19. Leapfrog Integration Initialization
We know the state of the system at
t = 0.
So we know x(0), y(0), vx
(0), vy
(0).
Using x(0), y(0) we can calculate ax
(0),
ay
(0).
vx
(
2
) = vx
(0) +
2
ax
(0)
vy
(
2
) = vy
(0) +
2
ay
(0)

20. Leapfrog Integration First Iteration
x( ) = x(0) + vx
(
2
)
y( ) = y(0) + vy
(
2
)
r = (x( ))2 + (y( ))2
ax
( ) = −x( )/r3
ay
( ) = −y( )/r3
vx
(
2
+ ) = vx
(
2
) + ax
( )
vy
(
2
+ ) = vy
(
2
) + ay
( )

21. Leapfrog Integration t = n
x(t + ) = x(t) + vx
(t +
2
)
y(t + ) = y(t) + vy
(t +
2
)
r = (x(t + ))2 + (y(t + ))2
ax
(t + ) = −x(t + )/r3
ay
(t + ) = −y(t + )/r3
vx
(t +
2
+ ) = vx
(t +
2
) + ax
(t + )
vy
(t +
2
+ ) = vy
(t +
2
) + ay
(t + )

22. Choose Initial Conditions at t = 0
Feynman’s initial conditions
Just after equation 9.17 in Chapter 9.
x initial = 0.5
y initial = 0.0
vx initial = 0.0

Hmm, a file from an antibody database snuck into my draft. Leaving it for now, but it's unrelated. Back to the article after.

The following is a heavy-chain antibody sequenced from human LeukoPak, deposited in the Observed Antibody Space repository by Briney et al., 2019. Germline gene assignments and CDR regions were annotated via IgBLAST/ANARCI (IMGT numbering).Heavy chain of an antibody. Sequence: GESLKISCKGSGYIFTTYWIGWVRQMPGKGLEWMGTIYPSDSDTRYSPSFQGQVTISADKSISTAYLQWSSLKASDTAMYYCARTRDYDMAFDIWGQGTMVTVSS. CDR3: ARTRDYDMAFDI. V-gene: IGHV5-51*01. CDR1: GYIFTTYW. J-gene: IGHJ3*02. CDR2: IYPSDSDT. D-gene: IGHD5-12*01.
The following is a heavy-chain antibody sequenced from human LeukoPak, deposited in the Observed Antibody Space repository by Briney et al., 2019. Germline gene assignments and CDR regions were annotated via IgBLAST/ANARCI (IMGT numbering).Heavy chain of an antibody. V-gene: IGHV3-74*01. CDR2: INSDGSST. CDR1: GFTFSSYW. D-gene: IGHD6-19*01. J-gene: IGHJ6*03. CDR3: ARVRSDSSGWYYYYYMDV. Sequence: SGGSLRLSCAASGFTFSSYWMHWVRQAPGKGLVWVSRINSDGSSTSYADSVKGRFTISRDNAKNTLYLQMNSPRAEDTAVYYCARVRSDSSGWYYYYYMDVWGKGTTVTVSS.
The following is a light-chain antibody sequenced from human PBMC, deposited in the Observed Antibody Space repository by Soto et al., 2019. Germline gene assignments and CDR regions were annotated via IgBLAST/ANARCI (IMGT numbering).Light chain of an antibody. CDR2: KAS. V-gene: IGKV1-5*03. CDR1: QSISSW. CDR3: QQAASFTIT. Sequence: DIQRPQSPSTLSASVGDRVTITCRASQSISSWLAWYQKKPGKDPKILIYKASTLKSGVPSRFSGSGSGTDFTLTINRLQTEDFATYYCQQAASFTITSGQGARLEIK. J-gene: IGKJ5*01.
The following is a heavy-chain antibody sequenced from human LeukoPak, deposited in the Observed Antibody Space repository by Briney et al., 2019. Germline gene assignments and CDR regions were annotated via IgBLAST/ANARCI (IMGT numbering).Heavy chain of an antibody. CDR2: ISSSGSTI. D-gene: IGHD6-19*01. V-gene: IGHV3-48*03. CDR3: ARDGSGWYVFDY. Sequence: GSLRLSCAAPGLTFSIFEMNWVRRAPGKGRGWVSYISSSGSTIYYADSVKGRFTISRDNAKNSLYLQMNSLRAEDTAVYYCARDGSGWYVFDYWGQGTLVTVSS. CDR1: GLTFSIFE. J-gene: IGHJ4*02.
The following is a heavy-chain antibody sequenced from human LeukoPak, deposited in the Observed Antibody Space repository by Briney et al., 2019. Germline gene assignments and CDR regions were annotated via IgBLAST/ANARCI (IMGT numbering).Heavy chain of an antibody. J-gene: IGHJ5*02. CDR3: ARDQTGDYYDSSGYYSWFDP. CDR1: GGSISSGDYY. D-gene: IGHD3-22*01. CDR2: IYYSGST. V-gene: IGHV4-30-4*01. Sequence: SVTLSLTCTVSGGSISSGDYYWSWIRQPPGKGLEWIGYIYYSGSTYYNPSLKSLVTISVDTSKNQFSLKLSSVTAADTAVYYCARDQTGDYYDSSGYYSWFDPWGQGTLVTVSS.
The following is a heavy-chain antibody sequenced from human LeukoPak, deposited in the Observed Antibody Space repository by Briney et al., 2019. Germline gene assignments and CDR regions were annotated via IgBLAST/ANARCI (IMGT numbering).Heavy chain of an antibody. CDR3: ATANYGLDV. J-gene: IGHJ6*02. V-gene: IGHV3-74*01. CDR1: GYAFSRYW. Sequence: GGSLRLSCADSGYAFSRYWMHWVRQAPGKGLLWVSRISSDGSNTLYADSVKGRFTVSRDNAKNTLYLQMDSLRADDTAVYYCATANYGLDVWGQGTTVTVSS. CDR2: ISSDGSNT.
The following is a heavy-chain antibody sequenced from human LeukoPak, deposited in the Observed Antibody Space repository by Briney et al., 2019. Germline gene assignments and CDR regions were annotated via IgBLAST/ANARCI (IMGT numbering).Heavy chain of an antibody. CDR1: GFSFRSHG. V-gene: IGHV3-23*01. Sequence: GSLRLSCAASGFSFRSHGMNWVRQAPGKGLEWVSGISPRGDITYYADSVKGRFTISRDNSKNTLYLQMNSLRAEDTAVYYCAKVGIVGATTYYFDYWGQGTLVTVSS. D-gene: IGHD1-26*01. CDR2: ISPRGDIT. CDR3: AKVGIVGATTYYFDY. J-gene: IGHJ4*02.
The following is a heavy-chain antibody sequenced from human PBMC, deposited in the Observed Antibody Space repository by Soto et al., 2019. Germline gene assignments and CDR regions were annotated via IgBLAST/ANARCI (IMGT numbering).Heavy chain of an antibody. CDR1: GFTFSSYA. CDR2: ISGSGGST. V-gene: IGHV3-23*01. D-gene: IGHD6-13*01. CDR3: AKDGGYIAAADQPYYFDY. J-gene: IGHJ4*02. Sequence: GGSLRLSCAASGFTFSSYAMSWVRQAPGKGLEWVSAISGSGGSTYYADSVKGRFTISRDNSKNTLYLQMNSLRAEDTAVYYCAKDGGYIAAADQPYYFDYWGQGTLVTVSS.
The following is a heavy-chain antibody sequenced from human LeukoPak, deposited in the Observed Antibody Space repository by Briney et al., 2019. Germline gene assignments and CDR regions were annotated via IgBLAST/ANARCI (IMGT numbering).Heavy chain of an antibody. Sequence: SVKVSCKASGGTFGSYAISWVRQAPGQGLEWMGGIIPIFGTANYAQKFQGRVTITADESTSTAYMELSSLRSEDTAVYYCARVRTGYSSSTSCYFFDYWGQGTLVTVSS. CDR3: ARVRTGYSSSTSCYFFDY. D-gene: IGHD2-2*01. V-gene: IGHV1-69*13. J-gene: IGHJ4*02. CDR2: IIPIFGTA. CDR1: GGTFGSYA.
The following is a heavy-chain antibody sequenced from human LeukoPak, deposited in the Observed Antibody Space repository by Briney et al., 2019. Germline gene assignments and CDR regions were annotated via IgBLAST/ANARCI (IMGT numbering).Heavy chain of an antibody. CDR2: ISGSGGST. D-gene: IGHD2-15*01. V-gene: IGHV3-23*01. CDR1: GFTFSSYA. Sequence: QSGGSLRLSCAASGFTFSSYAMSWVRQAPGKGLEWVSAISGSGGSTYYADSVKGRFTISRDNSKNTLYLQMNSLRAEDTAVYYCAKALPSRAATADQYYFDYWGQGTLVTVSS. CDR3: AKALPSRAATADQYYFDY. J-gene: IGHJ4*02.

vy initial = 1.63

23. Choose time step size epsilon
Smaller epsilon gives more accurate
results.
Feynman used epsilon=0.1 to minimize
computation.
We will use epsilon=0.001 for his initial
conditions.
For other initial conditions, one may
need an even smaller epsilon.

24. Feynman’s solution

25. Conclusion
Feynman: Now, armed with the tremendous
power of Newton’s laws, we can not only
calculate such simple motions but also,
given only a machine to handle the
arithmetic, even the tremendously complex
motions of the planets, to as high a degree
of precision as we wish!

26. References
The Feynman Lectures on Physics
Volume 1 Chapter 9
www.feynmanlectures.caltech.edu